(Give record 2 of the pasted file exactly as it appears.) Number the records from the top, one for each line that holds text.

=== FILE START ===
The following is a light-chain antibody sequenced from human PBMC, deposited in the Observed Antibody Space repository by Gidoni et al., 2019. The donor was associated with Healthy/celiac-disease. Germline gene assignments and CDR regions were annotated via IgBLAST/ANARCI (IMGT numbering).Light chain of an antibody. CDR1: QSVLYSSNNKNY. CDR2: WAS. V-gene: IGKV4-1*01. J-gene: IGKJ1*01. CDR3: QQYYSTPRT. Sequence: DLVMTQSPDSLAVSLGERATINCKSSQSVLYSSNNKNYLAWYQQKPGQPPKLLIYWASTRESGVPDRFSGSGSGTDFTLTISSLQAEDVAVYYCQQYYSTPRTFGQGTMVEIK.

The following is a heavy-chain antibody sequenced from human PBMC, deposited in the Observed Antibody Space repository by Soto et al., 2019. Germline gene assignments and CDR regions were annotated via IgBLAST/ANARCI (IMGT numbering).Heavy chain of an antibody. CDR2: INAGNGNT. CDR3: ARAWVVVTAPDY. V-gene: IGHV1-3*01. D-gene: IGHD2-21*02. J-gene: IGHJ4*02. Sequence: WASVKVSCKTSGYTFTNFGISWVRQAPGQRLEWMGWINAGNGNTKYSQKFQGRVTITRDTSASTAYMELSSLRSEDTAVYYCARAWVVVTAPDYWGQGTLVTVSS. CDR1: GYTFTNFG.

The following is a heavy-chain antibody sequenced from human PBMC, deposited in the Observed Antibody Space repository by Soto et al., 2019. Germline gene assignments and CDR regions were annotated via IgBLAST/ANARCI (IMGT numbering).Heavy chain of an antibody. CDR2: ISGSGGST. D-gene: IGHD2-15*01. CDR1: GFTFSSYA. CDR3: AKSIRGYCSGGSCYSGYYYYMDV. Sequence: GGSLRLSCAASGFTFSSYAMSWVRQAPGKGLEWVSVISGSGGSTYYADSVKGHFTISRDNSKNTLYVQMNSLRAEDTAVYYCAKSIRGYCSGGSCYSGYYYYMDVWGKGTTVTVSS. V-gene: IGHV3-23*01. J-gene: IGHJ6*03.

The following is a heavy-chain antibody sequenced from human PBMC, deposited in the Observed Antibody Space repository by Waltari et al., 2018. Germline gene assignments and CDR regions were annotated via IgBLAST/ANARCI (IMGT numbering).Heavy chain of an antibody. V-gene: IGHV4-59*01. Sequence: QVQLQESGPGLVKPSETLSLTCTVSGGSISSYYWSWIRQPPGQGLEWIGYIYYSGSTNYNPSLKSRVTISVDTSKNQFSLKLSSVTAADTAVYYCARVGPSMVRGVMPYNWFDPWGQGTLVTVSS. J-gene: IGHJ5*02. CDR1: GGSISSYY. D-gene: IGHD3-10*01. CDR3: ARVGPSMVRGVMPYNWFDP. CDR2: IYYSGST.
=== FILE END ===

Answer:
The following is a heavy-chain antibody sequenced from human PBMC, deposited in the Observed Antibody Space repository by Soto et al., 2019. Germline gene assignments and CDR regions were annotated via IgBLAST/ANARCI (IMGT numbering).Heavy chain of an antibody. CDR2: INAGNGNT. CDR3: ARAWVVVTAPDY. V-gene: IGHV1-3*01. D-gene: IGHD2-21*02. J-gene: IGHJ4*02. Sequence: WASVKVSCKTSGYTFTNFGISWVRQAPGQRLEWMGWINAGNGNTKYSQKFQGRVTITRDTSASTAYMELSSLRSEDTAVYYCARAWVVVTAPDYWGQGTLVTVSS. CDR1: GYTFTNFG.